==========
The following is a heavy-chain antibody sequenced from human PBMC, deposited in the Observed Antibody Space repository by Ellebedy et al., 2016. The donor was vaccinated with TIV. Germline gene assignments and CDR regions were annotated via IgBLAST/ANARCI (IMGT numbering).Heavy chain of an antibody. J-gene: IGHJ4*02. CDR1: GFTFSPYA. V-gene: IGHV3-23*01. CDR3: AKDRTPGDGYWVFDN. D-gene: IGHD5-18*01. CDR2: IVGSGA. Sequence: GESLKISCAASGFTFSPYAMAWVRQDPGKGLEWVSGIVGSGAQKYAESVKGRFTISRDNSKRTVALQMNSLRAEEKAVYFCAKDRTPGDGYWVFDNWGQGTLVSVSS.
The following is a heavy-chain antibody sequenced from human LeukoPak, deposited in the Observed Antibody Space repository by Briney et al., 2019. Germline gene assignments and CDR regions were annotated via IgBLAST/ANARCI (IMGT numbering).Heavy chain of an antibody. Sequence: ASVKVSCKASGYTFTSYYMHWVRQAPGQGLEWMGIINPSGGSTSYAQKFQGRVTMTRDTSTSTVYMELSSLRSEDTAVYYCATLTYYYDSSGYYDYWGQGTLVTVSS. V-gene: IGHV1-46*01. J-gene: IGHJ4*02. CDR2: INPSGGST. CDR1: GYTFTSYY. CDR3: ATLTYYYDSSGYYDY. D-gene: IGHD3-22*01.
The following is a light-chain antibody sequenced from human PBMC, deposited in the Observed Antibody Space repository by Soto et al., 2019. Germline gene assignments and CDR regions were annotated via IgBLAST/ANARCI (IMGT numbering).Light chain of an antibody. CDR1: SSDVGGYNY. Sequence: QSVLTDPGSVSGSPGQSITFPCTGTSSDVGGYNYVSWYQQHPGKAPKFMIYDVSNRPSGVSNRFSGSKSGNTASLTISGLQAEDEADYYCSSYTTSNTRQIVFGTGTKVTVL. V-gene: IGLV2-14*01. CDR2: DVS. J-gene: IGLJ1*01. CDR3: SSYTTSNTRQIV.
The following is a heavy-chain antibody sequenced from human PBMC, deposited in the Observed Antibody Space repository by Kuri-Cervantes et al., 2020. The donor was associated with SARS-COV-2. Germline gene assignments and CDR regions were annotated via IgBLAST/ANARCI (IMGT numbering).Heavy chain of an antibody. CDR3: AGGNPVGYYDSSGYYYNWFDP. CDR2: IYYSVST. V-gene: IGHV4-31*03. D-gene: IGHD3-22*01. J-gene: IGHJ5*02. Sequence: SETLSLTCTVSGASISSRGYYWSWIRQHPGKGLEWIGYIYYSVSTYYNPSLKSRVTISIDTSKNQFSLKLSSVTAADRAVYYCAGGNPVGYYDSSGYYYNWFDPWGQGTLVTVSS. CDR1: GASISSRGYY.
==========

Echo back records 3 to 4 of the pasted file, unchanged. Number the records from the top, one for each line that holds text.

The following is a light-chain antibody sequenced from human PBMC, deposited in the Observed Antibody Space repository by Soto et al., 2019. Germline gene assignments and CDR regions were annotated via IgBLAST/ANARCI (IMGT numbering).Light chain of an antibody. CDR1: SSDVGGYNY. Sequence: QSVLTDPGSVSGSPGQSITFPCTGTSSDVGGYNYVSWYQQHPGKAPKFMIYDVSNRPSGVSNRFSGSKSGNTASLTISGLQAEDEADYYCSSYTTSNTRQIVFGTGTKVTVL. V-gene: IGLV2-14*01. CDR2: DVS. J-gene: IGLJ1*01. CDR3: SSYTTSNTRQIV.
The following is a heavy-chain antibody sequenced from human PBMC, deposited in the Observed Antibody Space repository by Kuri-Cervantes et al., 2020. The donor was associated with SARS-COV-2. Germline gene assignments and CDR regions were annotated via IgBLAST/ANARCI (IMGT numbering).Heavy chain of an antibody. CDR3: AGGNPVGYYDSSGYYYNWFDP. CDR2: IYYSVST. V-gene: IGHV4-31*03. D-gene: IGHD3-22*01. J-gene: IGHJ5*02. Sequence: SETLSLTCTVSGASISSRGYYWSWIRQHPGKGLEWIGYIYYSVSTYYNPSLKSRVTISIDTSKNQFSLKLSSVTAADRAVYYCAGGNPVGYYDSSGYYYNWFDPWGQGTLVTVSS. CDR1: GASISSRGYY.